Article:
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Review: Daniel Bell Presents The Button-Down Mind Strikes Back

Label: Logistic

As DBX, Daniel Bell was responsible for a slew of techno classics, most notably, "Losing Control"-released in '94 and still played to this day. The Detroit-based Bell has not just got by on his reputation and zip code since, though: he's released on Elevate and Intuit-Solar, as well as his own understated, but highly-rated, 7th City label. This is the second in the Button-Down mix series, and builds on the reputation of the (Tresor-released) first-with a near-perfect track selection that encompasses only the most forward-thinking of Europe and the United States' house/techno producers. Read more » 

Review: Prefuse 73 One Word Extinguisher

Label: Warp

As legions of promising record producers know, the only thing more difficult than releasing a critically acclaimed debut is following it up. Dilute yourself and lose the headz. Stray too far and confuse the lot. On his follow-up to the peerless Vocal Studies and Uprock Narratives, Atlanta's Scott Herren does neither-not that he worries about it. Read more » 

Review: Architex Feat. Ayah Dance Child

Label: Signal

Architex come on with some nicely soulful shit. The title track features Ayah singin' 'bout the music in an arrangement that's equal parts Roni Size and West London broken beat, while the flip's "Funk Odyssey" builds jump-up style on the horn riff that opened Public Enemy's "Welcome to the Terrordome." For your sheer boogie enjoyment. Read more » 

Review: Freeform Freeform Condensed (Finest Filets 1995-2002)

Label: Nonplace

An odd concept: Nonplace Records owner and renowned producer Burnt Friedman edits and "re-edits" select tracks from British IDM maestro Simon Pyke's vast back catalog. Seems like someone of Pyke's lofty stature wouldn't want anyone-no matter how accomplished-to mess with what are already unique specimens of complex, otherworldly aural architecture. That said, Friedman has definitely punched up and brightened Freeform's somewhat arid, intellectual constructions, so the decision to release Condensed on vinyl makes sense in light of this upgrade. Read more »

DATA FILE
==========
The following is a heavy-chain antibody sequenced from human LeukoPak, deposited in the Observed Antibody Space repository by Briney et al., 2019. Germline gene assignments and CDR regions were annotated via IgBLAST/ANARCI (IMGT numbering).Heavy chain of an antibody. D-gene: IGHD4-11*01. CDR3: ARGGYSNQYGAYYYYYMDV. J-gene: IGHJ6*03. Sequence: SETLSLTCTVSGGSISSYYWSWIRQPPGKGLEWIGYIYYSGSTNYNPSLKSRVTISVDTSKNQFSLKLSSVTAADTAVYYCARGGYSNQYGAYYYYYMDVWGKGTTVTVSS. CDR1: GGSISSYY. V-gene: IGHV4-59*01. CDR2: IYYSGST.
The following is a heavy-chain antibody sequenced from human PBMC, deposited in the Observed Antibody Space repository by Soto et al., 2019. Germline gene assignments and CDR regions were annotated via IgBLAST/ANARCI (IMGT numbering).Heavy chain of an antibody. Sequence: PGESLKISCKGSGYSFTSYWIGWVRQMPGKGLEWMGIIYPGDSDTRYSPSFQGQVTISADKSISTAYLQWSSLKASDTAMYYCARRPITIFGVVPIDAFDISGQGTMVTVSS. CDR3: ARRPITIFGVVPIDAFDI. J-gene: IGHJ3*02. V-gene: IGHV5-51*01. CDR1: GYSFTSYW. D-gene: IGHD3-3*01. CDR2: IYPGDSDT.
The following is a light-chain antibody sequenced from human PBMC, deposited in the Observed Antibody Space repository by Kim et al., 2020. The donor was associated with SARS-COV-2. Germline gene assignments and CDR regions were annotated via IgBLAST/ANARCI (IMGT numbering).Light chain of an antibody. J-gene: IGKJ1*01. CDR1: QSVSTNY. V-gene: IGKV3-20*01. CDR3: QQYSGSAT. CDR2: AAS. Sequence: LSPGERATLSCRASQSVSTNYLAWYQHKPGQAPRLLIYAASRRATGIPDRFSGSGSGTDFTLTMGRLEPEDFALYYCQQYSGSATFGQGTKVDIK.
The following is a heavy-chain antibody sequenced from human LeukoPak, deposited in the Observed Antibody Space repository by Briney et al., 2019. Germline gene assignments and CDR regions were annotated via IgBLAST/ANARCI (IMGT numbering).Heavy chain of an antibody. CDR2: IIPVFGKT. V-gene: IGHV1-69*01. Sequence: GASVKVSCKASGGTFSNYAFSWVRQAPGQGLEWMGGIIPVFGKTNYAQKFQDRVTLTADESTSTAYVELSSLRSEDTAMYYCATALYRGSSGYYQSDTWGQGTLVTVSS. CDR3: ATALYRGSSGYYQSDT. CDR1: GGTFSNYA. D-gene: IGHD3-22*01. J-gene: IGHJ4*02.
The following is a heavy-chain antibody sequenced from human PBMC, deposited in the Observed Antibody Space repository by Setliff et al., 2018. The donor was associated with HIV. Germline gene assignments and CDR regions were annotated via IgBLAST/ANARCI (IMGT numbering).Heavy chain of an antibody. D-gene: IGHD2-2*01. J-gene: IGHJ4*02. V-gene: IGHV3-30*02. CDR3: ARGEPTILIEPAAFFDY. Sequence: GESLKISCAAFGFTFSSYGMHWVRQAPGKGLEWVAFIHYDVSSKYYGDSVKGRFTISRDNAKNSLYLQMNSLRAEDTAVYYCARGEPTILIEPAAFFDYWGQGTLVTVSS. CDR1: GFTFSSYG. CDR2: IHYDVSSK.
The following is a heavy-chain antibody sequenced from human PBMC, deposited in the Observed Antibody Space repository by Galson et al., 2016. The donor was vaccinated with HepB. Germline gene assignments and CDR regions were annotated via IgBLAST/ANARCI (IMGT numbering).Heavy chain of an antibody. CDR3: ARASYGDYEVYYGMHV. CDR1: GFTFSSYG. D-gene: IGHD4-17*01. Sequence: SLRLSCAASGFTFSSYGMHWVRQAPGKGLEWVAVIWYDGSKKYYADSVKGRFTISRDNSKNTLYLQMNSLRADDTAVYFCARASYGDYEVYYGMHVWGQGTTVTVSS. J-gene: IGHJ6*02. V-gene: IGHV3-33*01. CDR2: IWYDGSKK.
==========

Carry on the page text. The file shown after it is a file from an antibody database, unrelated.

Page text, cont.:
Review: Twerk Motala

Label: Context

Always pushing the minimal envelope and producing quality, Twerk gives birth to some sweet yet intricate, beat-driven, dub-glitch tracks on Context's 11th release, along with a beautiful ambient piece entitled "as innocent as they come." Topping it off, Context is donating all proceeds from the sale of this record to the International Campaign to Ban Landmines. Read more » 

Review: Trüby Trio Elevator Music

Label: Compost

Although its title initially brings to mind less-than-stellar thoughts, further inspection of Trüby Trio's debut album reveals its true meaning lies in elevation. Munich-based nu-jazz gods Trüby, Prommer and Appel have birthed a work infused with positivity and sun-drenched good times, trading in the limitations of the genre they helped create for solid musicianship and vitality. Read more » 

Review: The Ends Are You Really From the Ends?

Label: P Records

Adding to the growing pile of DIY street anthems is The Ends' theme song, which poses the question: "Are you really, really from the ends?/ Too many bwoy them want to pretend." Quality bling MCing over ruff and simple techno pulses and nervous strings. Makes you want to go out and buy an 8-ball and a rude Merc. Read more » 

Review: Zongamin S/t

Label: XL

After shit-hot singles "Tunnel Music" and "Serious Trouble" (on excellent UK imprint Flesh) made him a darling among underground tastemakers such as Soulwax, Andrew Weatherall and Trevor Jackson, illustrator-cum-producer Susumu Mukai has come clean with Zongamin's keenly-awaited longplayer. Adding to what those two singles emphasized-namely, rubber-bass and stiff, elastic dance rhythms you'd hear in your imagined fantasy of The Mudd Club-Mukai adds a healthy dose of film score ambience and whimsy into the mix. Read more » 

Review: Common Feat. Erykah Badu, Q-Tip and Pharrell Williams Come Close Rmx

Label: MCA

A fly love song just got flyer. Common responds to charges that Badu is hip-hop's Yoko Ono and owns up to his tight shirts and vegetarianism. Pharrell, offering girls rides on the handlebars, steals the show (again): "I'm goin' back to my skater roots/but still got friends in them gator boots." For added fun, imagine that Q-Tip's verse goes out to Nicole Kidman. Read more » 

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